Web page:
Sunday, February 23rd, 2014
Top 9 lifestyle tips for improving your memory (according to A Man’s Guide to Healthy Aging). By the way, don’t worry if you momentarily forget your ATM pin number – you really need to start to worry about your memory if you forget what the ATM is used for.
1) Physical (daily) exercise is important and will enhance your memory and decrease the risk of dementia.
2) Cognitive exercises such as doing jigsaw puzzles, puzzles, games and thinking challenges and whenever the brain is challenged will bolster memory functioning and builds reserves.
3) Antioxidants and omega-3 fatty acids – include these in your diet and you will reduce your risk of cognitive decline. Top antioxidant super-foods are: chaga mushrooms, moringa tree, green tea, berries, broccoli, garlic, coco and other antioxidants. Read more about how antioxidants work
4) Have a good night sleep. Lots of research suggest that sleep is critical for boosting your memory because sleep-loss impairs memory consolidation. The more you learn the more you need to sleep. For examples, babies sleep so much because everything is new to them and they need to process that information during their sleep. 33 top tips on good sleep
Read the rest of this entry »
Sunday, February 23rd, 2014
Moringa tree – perfect nutrition for everyone
Meet the moring tree, the most important tree on this planet with the most amazing properties – that ancient medicine claims that prevenst 300 diseases. New evidence and preliminary studies on moringa oleifera suggest that moringa leaves could be a miracle cure for malnutrition and a host of many illnesses (cancer, diabetes, liver and kidney problems, ulcers, anemia, high blood pressure, stress, and much more). Moringa tree contains a perfect combination of nutrients, vitamins, minerals and proteins (at least 90 nutrients, 20 amino acids, 46 anti-oxidants (which boost memory – but the highest content of antioxidants have chaga mushrooms) and 36 anti-inflammatory) for everyone, especially for the ones who need extra energy boost and are leading busy lives.
Thursday, January 30th, 2014
We are delighted to announce that our spd rdng (speed reading) courses are now CPD accredited. The two-day speed reading course gives you 14 CPD points. One-day speed reading courses depend on the number of teaching hours.
Saturday, January 11th, 2014
We were led to believe that stress is bad for us and can affect our performance. And it is, when you think that way. The new science reveals that stress is a natural response to challenge. The way we think and act about stress can build our stress resilience.
Watch this enlightening TED talk about how to deal with stress that can help you understand and appreciate stress more and live longer (if not save your life).
Monday, December 16th, 2013
If you ask a human and a computer both to read a single page of natural language, the computer wouldn’t have a chance. But if we ask both a human and a computer to read 200 million pages, a human wouldn’t have a chance.
Wednesday, November 27th, 2013
Over 14m USD was paid for the most expensive book at the moment (at New York’s Sotheby’s) which is Bay Psalm Book which was published in 1640. Only 1700 copies of the psalm book were published by settlers in Cambridge, Massachusetts and currently there are only 11 copies in existence. The book has 300 pages. Only manuscripts and hand written books were more expensive. In 1994, Leicester Codex (writings and notes made by Leonarda Da Vinci in XVI century) fetched 30.8m USD.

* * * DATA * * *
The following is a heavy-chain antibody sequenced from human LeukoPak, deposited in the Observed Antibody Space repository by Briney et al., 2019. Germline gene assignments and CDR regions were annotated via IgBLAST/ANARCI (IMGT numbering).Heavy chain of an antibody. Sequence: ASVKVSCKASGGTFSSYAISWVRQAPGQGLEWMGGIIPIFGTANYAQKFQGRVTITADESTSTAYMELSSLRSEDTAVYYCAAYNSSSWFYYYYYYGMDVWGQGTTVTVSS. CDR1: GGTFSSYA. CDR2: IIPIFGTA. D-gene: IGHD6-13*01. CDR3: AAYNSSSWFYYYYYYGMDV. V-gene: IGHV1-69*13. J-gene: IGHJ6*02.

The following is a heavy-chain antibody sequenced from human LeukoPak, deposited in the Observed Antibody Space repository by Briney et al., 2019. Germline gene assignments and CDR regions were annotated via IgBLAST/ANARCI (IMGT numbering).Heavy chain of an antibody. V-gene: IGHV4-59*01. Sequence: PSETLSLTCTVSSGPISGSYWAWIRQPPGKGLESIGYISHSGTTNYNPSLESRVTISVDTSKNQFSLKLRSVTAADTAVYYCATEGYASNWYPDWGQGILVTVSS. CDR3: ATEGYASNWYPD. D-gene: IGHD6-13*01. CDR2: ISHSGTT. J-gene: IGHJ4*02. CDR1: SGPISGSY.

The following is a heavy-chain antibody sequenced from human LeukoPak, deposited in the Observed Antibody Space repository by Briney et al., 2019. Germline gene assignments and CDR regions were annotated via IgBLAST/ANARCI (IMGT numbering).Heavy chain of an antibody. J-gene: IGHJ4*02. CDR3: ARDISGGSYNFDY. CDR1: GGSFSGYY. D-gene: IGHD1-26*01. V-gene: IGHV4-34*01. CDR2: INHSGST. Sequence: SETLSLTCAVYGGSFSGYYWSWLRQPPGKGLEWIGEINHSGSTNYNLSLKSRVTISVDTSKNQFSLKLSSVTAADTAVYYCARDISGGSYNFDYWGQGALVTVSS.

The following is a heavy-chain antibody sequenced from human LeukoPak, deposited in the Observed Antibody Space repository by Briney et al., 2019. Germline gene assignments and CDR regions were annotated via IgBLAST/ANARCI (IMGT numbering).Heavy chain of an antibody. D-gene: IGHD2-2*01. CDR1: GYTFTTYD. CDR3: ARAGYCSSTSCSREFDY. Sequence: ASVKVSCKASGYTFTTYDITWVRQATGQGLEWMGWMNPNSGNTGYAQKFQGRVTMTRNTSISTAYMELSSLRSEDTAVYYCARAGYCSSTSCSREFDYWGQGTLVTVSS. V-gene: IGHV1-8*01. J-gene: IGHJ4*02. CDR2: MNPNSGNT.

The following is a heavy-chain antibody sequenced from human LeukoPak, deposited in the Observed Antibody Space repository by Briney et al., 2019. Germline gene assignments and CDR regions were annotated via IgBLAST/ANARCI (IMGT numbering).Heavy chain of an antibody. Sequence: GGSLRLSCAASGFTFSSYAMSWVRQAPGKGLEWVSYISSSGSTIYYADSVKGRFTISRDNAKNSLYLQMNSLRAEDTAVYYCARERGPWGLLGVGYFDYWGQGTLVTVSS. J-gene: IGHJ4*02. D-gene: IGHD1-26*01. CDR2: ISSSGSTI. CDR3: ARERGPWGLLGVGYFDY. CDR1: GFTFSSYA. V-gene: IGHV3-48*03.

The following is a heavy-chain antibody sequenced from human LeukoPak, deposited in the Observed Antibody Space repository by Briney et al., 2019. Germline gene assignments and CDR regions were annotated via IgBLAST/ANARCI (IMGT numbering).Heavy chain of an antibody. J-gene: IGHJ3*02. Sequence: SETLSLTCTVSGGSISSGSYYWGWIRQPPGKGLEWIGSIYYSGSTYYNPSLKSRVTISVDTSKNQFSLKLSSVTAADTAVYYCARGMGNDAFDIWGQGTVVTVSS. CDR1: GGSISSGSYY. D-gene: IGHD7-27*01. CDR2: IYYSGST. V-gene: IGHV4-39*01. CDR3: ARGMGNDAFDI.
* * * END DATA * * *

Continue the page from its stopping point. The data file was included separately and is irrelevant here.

Thursday, November 7th, 2013
There are only two types of fuel your body can convert into energy: carbs/sugar, or fat. Again, ketones are what your body produces when it converts fat (as opposed to glucose) into energy. And a primary source of ketone bodies are the medium-chain triglycerides (MCT) found in coconut oil. In fact, coconut oil contains about 66 percent MCTs. It’s a super-brain food. Other super-brain foods
While your brain is quite happy running on glucose, there’s evidence suggesting that ketone bodies may actually help restore and renew neurons and nerve function in your brain, even after damage has set in (new research suggests that eating coconut oil can help with Alzheimer’s disease). Interestingly, the mechanism of this MCT-ketone metabolism appears to be that your body treats MCTs as a carbohydrate and not a fat. This allows the ketone energy to hit your bloodstream without the normal insulin spike associated with carbohydrates entering your bloodstream. So in effect, coconut oil is a fat that acts like a carbohydrate when it comes to brain fuel.
How much coconut oil might you need? The recommendation is to start with one teaspoon, taken with food in the mornings. Gradually add more coconut oil every few days until you are able to tolerate about four tablespoons. It’s best to take it with food, to avoid upsetting your stomach. Read more about the benefits of coconut oil
Tuesday, October 8th, 2013
Kindle has probably the biggest selection of ebooks at the moment but there are at least 20 other ways to purchase ebooks, digital comics and etextbooks online
Sunday, September 15th, 2013
Some books are summarised with the title as this publication The Drugs Don’t Work by Professor Dame Sally Davies who is a chief medical adviser to the UK government on health issues. Her findings are very simple: “We are losing the battle against infections diseases. Bacteria are fighting back and are becoming resistant to modern medicine. In short, the drugs don’t work.” Hence the title “The Drugs Don’t Work.” Her best and most important advise is to wash your hands properly. (Her second tip is to stop demanding antimicrobial medicines when we have a viral infection and to raise awareness of the threat of antimicrobial resistance). Read more about the importance of reading summaries
Sunday, September 8th, 2013
Starting with this cool Chuck shelves: the six very flexible plywood planks (4mm thick) that can bend around your possessions – ideally books (to the tune of €850:).
And follow this link to see the largest collection of the best and most interesting bookshelves in the world. If you’re a book-lover it’s a feast for the eye and the mind. This one below is my favourite, since I only own ebooks now (read how I digitised all my library).